Friday, June 30, 2006

Dr. Shroud - June 30, 2006

Duplication knew little about the old photo booths of train stations and Woolworths. Young Shroud came upon one, and looked into the glass.

“Updike” is a search term on the “Uptick.” He’s hit the bloggers where it hurts – in their sense of being protected from outsiders. Making fun of their foibles and standing up for the old corner bookstore, Updike is a perfect target for counter salvo, and he could care less, though no less than the bloggers care for him and his set. See previous post.

You see, Wired’s Kevin Kelly wrote a piece. Kelly wrote “Scan this Book” in the NYTimes Sunday magazine. And, graphically presented as it was with cold ugly darkly lit and pretty decrepit books, dictionaries and thesauri, the really putrid tomes, it was an imposing screed.

Take as Kelly’s premise: that the era published books [copies] will end if for the only reason that we now are in the era of digital search technology.

That’s it! The new unimpeachable era of Scan this Book.

One may ask: What is the point of books if you are near sited and your glasses are broken, and there has just been a nuclear war? The universal library is pointless quest waiting for a conflagration. But I digress.

Kelly torted and Updike retorted. Splash.

Let’s exercise fair use and pick a few selections from Kelly. He zeros in on ‘hourly workers’ scanning the great books somewhere out there. Yes, a few crews have been pursuing this digitization of the classics and less than classics and it has gained steam with the Google Scan the Great Books in the Swell Libraries project. [what do people in the libraries thing about this?]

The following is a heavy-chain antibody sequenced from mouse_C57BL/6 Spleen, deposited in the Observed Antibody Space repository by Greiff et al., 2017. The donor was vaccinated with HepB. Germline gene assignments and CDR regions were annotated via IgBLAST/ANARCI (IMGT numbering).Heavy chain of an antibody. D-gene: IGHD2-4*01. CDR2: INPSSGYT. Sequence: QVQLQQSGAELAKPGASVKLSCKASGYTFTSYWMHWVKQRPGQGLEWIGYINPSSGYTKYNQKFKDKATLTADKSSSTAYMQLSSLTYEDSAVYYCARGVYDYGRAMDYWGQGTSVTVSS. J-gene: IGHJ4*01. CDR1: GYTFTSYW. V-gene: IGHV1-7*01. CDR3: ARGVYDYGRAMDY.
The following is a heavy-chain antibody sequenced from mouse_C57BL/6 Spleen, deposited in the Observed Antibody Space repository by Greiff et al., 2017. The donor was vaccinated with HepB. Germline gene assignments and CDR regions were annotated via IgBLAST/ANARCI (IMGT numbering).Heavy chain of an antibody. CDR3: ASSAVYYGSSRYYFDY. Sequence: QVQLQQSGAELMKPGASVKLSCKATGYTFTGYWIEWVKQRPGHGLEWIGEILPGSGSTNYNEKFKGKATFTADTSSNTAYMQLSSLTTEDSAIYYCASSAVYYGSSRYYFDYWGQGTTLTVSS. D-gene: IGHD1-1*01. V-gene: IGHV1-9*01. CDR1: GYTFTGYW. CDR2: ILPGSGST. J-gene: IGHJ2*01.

“They are assembling the universal library page by page.” [Ask them what they are doing: They are scanning books] The dream, he admits, is an old one.

Then he goes on to embellish, extend, and, finally, imbibe it. What is the dream?

It is the long-gone-era of the library of Alexandria, thought to hold pretty much, but not all, of the world’s literally encrypted knowledge, built in 300 B.C., and, later, burned, with tons of knowledge lost. Many stark hours we all have wondered what was lost.

But what happens if someone takes the Universal library index home for the weekend to do some work? And thieves grab it along with engagement rings, walkmans, and Krugerands? Or the remote workers shoots off fireworks in the house?

-tobecontined-

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